Dear Product Manager, are you an artist or a scientist?

Ope Adeoye 4 minute read

Once in a while, I support Uche to faciliate some product management training classes. In order to break the ice at the beginning of the class, I often run this debate. Is the practice of Product Management an art form or a scientific process? If universities offered such a course, should it be in the humanities or the sciences?

Image from Higher perspectives

Without fail the class is almost always divided down the middle. We never reach a consensus. I often use this as a test of the level of diversity of the class as well. The more diverse the experiences in the class, the richer the discussions during the training delivery.

An organisation's perception of this question has far reaching effects on how the function works within that company. In some companies, it's believed that PM's should report up to a CTO. In others, it reports up to a Chief of Marketing. 

It also reflects in what kind of product managers a company values more. Those with engineering chops or those with customer experience black belts.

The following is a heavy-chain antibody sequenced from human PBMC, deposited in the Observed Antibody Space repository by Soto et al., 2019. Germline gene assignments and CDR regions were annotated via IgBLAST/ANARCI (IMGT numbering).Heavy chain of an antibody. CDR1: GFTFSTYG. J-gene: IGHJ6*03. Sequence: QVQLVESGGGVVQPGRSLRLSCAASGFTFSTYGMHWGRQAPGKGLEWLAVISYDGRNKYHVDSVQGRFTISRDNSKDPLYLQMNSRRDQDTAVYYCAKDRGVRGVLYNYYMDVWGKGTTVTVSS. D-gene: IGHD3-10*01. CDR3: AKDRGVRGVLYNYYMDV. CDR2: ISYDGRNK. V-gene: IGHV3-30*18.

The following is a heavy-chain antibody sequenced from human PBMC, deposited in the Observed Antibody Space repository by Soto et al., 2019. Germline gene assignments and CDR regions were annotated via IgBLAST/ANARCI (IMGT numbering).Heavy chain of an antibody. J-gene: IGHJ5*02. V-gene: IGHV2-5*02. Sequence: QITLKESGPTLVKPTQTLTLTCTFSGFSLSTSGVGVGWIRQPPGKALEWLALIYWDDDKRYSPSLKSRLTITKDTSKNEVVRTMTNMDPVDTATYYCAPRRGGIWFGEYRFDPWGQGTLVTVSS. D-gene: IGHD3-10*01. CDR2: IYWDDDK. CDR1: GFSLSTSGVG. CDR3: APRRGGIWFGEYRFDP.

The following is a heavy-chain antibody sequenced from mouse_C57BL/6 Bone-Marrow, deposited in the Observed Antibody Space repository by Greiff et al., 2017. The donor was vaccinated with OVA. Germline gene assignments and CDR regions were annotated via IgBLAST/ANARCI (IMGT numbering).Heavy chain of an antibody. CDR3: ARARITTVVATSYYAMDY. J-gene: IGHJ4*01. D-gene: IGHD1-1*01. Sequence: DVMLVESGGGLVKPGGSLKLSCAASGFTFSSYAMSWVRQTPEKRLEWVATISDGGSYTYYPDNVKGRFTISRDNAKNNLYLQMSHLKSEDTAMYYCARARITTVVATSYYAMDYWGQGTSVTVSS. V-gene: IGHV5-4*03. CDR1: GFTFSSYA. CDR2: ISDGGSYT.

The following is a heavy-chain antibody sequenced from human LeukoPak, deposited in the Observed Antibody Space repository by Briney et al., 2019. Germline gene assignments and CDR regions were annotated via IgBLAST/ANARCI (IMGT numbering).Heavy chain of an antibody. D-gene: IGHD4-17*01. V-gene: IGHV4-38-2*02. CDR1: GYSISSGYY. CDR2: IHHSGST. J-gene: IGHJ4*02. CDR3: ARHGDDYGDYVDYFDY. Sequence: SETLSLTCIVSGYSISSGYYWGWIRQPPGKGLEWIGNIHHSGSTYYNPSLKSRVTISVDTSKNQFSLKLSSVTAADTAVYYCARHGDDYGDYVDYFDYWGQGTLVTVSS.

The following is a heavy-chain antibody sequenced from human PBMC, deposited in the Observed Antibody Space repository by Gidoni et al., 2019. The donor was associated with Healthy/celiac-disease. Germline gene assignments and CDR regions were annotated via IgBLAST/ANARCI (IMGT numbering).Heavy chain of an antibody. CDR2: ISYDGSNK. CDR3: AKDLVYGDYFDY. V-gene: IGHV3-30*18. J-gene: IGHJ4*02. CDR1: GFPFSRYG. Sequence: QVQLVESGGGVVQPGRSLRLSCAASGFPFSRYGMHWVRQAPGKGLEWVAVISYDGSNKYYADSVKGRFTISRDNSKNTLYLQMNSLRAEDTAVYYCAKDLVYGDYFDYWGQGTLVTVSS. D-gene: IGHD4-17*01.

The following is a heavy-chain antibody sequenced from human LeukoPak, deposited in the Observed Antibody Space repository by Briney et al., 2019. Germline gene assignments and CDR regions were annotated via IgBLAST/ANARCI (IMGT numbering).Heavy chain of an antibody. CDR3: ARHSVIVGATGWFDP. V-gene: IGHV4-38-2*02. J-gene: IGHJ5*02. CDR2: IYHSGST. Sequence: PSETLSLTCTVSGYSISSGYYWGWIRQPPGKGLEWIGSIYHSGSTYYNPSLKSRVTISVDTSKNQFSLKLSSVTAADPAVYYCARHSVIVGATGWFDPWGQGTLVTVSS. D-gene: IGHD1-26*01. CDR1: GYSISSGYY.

The primary argument for art

What exactly is the science behind the day to day activities of a product manager? There's no specific 1 + 1 = 2. Creativity, ability to interact with people, extract insights from "conversations", etc are some of the top skills required of a PM. How then is all this a science? No it's not.

The primary argument for science

The scientific theory (if you remember your elementary science well) states something about starting from an observation, establishing an hypothesis, conducting some experiments then collating and analysing some results. Is this not exactly the high level flow of a PM's role? Believe me, it's science!

As a product leader, the main thing to know is that the more diverse a product team is in composition, the richer the results you can expect. Mix your team with people who started from a technical background as well as people from the humanities side of the wall. Only then will you get the best of both worlds as they interact and sharpen one another. And remember: mentor, mentor, mentor. As much as possible without bias for one side or the other. (I'm guilty here).

By the way, what do you think it is, art or science?

Vote here.